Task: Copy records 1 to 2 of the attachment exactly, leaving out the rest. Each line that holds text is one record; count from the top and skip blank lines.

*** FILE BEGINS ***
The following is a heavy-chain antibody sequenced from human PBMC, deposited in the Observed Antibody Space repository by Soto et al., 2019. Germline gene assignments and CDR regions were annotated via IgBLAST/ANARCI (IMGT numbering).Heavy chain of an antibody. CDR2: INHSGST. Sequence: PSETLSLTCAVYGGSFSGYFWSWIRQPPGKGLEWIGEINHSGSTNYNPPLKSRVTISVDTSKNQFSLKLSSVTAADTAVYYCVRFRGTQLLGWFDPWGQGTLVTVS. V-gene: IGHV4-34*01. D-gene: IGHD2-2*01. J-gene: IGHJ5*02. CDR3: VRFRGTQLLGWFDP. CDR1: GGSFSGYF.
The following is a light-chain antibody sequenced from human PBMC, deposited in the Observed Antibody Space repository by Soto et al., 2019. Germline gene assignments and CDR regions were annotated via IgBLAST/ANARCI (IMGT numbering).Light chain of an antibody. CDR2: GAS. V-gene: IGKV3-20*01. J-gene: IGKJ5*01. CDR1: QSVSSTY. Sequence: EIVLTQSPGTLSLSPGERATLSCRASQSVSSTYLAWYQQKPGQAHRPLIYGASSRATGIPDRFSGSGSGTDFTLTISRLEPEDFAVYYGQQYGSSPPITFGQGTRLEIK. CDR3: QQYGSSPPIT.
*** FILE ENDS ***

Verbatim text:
The following is a heavy-chain antibody sequenced from human PBMC, deposited in the Observed Antibody Space repository by Soto et al., 2019. Germline gene assignments and CDR regions were annotated via IgBLAST/ANARCI (IMGT numbering).Heavy chain of an antibody. CDR2: INHSGST. Sequence: PSETLSLTCAVYGGSFSGYFWSWIRQPPGKGLEWIGEINHSGSTNYNPPLKSRVTISVDTSKNQFSLKLSSVTAADTAVYYCVRFRGTQLLGWFDPWGQGTLVTVS. V-gene: IGHV4-34*01. D-gene: IGHD2-2*01. J-gene: IGHJ5*02. CDR3: VRFRGTQLLGWFDP. CDR1: GGSFSGYF.
The following is a light-chain antibody sequenced from human PBMC, deposited in the Observed Antibody Space repository by Soto et al., 2019. Germline gene assignments and CDR regions were annotated via IgBLAST/ANARCI (IMGT numbering).Light chain of an antibody. CDR2: GAS. V-gene: IGKV3-20*01. J-gene: IGKJ5*01. CDR1: QSVSSTY. Sequence: EIVLTQSPGTLSLSPGERATLSCRASQSVSSTYLAWYQQKPGQAHRPLIYGASSRATGIPDRFSGSGSGTDFTLTISRLEPEDFAVYYGQQYGSSPPITFGQGTRLEIK. CDR3: QQYGSSPPIT.